Study Design: Both forelimbs of rats were amputated and these rats were kept in the custom-made cages to keep prolonged and repeated upright posture. Changes of bone were observed in the lumbar vertebrae at three different time points after the surgery. Objective: To investigate the effect of prolonged and repeated upright posture on the cartilage end plate of rat lumbar vertebrae. Summary of Background Data: Previous studies show calcified hypertrophy is related to mechanical stress, but there are no clear evidences to indicate whether or not long-term and repeated assumption of the upright posture could result in calcified hypertrophy in cartilage end plate of rat lumbar spine. Methods: The forelimbs of 30 rats were amputated when they were 1 month old. These rats were kept in the custom-made cages and were forced to stand upright on their hind-limbs and tails to obtain water and food. Normal rats of the same ages kept in regular cages were used as control. The rats were killed at 5, 7, and 9 months after the surgery and lumbar vertebrae samples were harvested for micro-CT, histologic, and immunohistochemical studies. Total RNA isolated from these samples were used for real-time RT-PCR of type X collagen (Col10α1), vascular endothelial growth factor (VEGF), and transforming growth factor β1 (TGF-β1). Results: Micro-CT showed increased inner part of cartilage end plate. Histologic revealed peripheral hypertrophy of disc after the surgery. Immunostaining and real-time RT-PCR showed increased protein and mRNA expression of type X collagen, VEGF, and TGF-β1. Conclusion: Prolonged upright posture induces cartilage end plate calcification and hypertrophy in rat lumbar spine.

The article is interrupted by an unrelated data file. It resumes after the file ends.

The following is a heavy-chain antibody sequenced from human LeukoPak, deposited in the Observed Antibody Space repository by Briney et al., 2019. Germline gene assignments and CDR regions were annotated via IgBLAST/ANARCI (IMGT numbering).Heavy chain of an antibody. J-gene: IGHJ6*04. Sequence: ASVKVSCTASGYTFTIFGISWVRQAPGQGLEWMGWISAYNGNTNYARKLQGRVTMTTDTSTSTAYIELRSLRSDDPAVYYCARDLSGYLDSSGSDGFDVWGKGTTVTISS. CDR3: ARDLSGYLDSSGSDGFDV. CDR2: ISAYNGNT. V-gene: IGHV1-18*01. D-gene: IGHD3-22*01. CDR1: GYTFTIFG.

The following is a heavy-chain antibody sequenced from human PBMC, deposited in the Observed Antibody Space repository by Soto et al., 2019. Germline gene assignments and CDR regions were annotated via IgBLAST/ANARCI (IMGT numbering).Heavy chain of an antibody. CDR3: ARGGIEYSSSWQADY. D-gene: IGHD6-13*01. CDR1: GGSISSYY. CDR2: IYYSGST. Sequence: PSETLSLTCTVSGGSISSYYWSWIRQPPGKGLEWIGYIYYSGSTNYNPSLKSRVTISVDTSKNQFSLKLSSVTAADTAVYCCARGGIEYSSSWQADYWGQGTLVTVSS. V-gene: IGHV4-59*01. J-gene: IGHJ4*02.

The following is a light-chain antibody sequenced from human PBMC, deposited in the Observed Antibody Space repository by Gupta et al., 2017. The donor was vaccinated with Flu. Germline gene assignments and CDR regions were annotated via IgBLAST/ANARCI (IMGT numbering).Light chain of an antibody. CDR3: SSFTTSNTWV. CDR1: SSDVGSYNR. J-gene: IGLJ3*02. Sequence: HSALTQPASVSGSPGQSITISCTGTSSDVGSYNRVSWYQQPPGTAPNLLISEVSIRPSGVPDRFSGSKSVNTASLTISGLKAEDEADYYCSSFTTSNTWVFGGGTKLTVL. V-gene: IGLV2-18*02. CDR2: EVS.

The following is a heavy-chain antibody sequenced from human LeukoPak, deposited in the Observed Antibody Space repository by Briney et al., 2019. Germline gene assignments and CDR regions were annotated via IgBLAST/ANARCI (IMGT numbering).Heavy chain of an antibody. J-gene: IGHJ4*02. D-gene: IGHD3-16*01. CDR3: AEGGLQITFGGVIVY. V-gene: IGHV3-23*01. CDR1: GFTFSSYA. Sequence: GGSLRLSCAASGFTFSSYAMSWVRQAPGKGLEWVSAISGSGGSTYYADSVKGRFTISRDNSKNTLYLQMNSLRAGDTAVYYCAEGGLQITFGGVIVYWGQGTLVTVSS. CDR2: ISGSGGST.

- cartilage end plate
ASJC Scopus subject areas
- Orthopedics and Sports Medicine
- Clinical Neurology